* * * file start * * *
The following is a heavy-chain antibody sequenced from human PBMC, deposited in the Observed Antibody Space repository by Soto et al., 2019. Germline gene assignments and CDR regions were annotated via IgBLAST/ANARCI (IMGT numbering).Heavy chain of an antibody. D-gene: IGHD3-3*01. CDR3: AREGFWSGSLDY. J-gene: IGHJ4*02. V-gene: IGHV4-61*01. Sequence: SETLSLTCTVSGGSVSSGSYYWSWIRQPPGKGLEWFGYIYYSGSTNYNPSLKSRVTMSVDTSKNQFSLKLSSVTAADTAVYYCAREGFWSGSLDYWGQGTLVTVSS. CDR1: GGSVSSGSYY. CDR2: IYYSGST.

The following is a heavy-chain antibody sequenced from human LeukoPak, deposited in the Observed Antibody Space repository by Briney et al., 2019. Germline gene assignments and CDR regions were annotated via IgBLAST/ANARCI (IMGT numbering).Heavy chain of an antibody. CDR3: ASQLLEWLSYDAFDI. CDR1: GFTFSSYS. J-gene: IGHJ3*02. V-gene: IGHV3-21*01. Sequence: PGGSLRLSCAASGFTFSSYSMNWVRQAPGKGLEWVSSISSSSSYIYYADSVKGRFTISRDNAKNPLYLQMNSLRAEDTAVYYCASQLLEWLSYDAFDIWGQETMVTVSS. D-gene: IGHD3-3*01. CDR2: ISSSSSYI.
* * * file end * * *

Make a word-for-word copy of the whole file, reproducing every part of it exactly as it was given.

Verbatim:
The following is a heavy-chain antibody sequenced from human PBMC, deposited in the Observed Antibody Space repository by Soto et al., 2019. Germline gene assignments and CDR regions were annotated via IgBLAST/ANARCI (IMGT numbering).Heavy chain of an antibody. D-gene: IGHD3-3*01. CDR3: AREGFWSGSLDY. J-gene: IGHJ4*02. V-gene: IGHV4-61*01. Sequence: SETLSLTCTVSGGSVSSGSYYWSWIRQPPGKGLEWFGYIYYSGSTNYNPSLKSRVTMSVDTSKNQFSLKLSSVTAADTAVYYCAREGFWSGSLDYWGQGTLVTVSS. CDR1: GGSVSSGSYY. CDR2: IYYSGST.

The following is a heavy-chain antibody sequenced from human LeukoPak, deposited in the Observed Antibody Space repository by Briney et al., 2019. Germline gene assignments and CDR regions were annotated via IgBLAST/ANARCI (IMGT numbering).Heavy chain of an antibody. CDR3: ASQLLEWLSYDAFDI. CDR1: GFTFSSYS. J-gene: IGHJ3*02. V-gene: IGHV3-21*01. Sequence: PGGSLRLSCAASGFTFSSYSMNWVRQAPGKGLEWVSSISSSSSYIYYADSVKGRFTISRDNAKNPLYLQMNSLRAEDTAVYYCASQLLEWLSYDAFDIWGQETMVTVSS. D-gene: IGHD3-3*01. CDR2: ISSSSSYI.